Vice Chief Executive Officer Shane Smith and co-founder Suroosh Alvi released a statement after the New York Times published a story outlining four settlements by the company involving allegations of sexual harassment or defamation against Vice employees. The newspaper also reported that more than two dozen women had experienced or witnessed sexual misconduct at the company.
In the emailed statement addressing Vice staff, Smith and Alvi said three employees had been fired for “unacceptable behavior.” Smith and Alvi also laid out steps the company is taking to improve the work atmosphere for women, including hiring a new human resources chief and committing to equal pay for men and women by the end of 2018.
“From the top down, we have failed as a company to create a safe and inclusive workplace where everyone, especially women, can feel respected and thrive,” they said.
In apologizing for allowing the “inappropriate behaviour” to permeate the company, Smith and Alvi said past dysfunction and mismanagement were allowed to “flourish unchecked.” They added that they wanted to express “extreme regret for our role in perpetuating sexism in the media industry and society in general.”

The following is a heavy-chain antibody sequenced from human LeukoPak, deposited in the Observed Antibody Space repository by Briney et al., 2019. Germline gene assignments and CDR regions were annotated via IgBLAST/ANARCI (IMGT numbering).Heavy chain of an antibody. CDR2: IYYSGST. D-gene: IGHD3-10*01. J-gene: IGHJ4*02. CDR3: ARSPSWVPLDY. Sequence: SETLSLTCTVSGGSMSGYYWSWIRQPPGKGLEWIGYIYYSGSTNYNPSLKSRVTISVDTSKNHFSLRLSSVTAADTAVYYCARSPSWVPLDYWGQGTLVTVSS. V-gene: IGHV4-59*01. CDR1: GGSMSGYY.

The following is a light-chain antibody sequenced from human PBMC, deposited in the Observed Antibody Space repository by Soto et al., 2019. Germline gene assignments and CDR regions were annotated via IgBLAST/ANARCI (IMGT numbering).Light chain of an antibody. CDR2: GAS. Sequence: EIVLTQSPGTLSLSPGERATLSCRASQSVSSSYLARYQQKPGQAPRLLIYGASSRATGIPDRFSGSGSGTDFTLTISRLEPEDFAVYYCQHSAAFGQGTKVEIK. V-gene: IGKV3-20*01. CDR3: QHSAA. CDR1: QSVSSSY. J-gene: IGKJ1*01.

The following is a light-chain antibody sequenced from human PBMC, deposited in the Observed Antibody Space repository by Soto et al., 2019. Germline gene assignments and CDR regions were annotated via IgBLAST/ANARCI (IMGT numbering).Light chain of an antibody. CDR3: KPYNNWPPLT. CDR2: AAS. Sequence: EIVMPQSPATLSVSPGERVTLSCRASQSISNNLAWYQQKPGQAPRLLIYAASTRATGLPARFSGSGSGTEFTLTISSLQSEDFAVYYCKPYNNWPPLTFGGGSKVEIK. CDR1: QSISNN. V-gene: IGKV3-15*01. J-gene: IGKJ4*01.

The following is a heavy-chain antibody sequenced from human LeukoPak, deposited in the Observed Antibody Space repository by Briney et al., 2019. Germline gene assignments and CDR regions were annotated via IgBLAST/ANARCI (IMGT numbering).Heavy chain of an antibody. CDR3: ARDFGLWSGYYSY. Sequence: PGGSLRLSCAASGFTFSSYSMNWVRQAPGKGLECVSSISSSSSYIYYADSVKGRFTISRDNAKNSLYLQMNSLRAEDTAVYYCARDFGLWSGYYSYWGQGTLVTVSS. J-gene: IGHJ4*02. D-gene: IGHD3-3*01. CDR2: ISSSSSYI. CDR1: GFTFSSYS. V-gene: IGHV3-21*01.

Neither Smith nor Alvi were accused of misconduct in the New York Times story. A spokesman for Vice did not respond to a request for further comment on the story.
Vice, which started as a Montreal punk magazine in 1994, attracted top investors in recent years as the multimedia company evolved into a news and entertainment platform that catered to Millennials.
The Walt Disney Co owns an 18 percent stake. Private equity firm TPG in June invested $450 million in Vice, valuing Vice at about $5.7 billion.
Other changes outlined on Saturday by Vice include the formation of a diversity board that includes feminist icon Gloria Steinem, clarified sexual harassment policies, and expanded maternity and paternity leaves.